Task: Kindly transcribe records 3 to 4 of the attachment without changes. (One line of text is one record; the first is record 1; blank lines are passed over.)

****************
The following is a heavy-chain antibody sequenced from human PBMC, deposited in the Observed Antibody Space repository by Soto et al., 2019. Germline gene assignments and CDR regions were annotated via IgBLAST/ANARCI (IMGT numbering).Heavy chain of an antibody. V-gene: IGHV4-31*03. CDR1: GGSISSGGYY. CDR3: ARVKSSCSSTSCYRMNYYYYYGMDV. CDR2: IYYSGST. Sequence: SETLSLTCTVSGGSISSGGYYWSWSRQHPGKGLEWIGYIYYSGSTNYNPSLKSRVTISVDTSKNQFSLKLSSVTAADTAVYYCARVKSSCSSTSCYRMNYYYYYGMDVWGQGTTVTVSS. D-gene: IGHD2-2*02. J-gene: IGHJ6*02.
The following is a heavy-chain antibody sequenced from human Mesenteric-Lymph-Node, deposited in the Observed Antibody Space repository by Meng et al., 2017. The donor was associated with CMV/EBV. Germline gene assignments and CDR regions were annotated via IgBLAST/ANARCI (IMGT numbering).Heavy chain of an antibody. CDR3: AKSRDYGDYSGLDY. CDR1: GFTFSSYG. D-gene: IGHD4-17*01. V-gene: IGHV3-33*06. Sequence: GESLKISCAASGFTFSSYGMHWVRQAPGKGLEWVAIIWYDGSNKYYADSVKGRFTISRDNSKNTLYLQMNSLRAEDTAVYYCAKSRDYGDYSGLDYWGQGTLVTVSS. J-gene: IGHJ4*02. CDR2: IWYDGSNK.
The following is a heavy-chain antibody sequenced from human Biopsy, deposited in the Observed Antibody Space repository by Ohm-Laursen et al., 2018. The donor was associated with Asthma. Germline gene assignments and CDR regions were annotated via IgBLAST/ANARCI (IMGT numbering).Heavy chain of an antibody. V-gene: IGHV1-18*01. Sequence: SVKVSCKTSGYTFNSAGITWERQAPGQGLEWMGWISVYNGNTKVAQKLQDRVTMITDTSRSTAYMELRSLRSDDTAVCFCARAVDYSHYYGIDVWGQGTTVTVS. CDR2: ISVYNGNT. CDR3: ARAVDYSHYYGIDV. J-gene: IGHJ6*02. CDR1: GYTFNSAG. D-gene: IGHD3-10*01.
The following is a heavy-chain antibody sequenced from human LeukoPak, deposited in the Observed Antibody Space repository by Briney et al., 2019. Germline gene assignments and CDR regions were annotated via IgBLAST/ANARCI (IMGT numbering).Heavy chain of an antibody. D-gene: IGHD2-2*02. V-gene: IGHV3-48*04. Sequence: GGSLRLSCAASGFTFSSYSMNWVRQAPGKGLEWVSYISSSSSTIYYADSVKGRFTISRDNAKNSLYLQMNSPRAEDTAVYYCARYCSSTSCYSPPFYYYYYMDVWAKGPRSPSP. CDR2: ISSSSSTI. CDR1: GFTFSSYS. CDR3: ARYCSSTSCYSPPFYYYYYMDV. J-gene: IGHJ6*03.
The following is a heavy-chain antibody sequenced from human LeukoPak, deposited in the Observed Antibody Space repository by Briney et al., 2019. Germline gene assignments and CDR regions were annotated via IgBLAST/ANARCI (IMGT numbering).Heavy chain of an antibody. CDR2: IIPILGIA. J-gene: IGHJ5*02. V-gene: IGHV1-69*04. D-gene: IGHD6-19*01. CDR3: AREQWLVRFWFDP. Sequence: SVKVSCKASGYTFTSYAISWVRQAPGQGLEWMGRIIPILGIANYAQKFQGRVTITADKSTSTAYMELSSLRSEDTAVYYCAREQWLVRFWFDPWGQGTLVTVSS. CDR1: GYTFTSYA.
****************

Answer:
The following is a heavy-chain antibody sequenced from human Biopsy, deposited in the Observed Antibody Space repository by Ohm-Laursen et al., 2018. The donor was associated with Asthma. Germline gene assignments and CDR regions were annotated via IgBLAST/ANARCI (IMGT numbering).Heavy chain of an antibody. V-gene: IGHV1-18*01. Sequence: SVKVSCKTSGYTFNSAGITWERQAPGQGLEWMGWISVYNGNTKVAQKLQDRVTMITDTSRSTAYMELRSLRSDDTAVCFCARAVDYSHYYGIDVWGQGTTVTVS. CDR2: ISVYNGNT. CDR3: ARAVDYSHYYGIDV. J-gene: IGHJ6*02. CDR1: GYTFNSAG. D-gene: IGHD3-10*01.
The following is a heavy-chain antibody sequenced from human LeukoPak, deposited in the Observed Antibody Space repository by Briney et al., 2019. Germline gene assignments and CDR regions were annotated via IgBLAST/ANARCI (IMGT numbering).Heavy chain of an antibody. D-gene: IGHD2-2*02. V-gene: IGHV3-48*04. Sequence: GGSLRLSCAASGFTFSSYSMNWVRQAPGKGLEWVSYISSSSSTIYYADSVKGRFTISRDNAKNSLYLQMNSPRAEDTAVYYCARYCSSTSCYSPPFYYYYYMDVWAKGPRSPSP. CDR2: ISSSSSTI. CDR1: GFTFSSYS. CDR3: ARYCSSTSCYSPPFYYYYYMDV. J-gene: IGHJ6*03.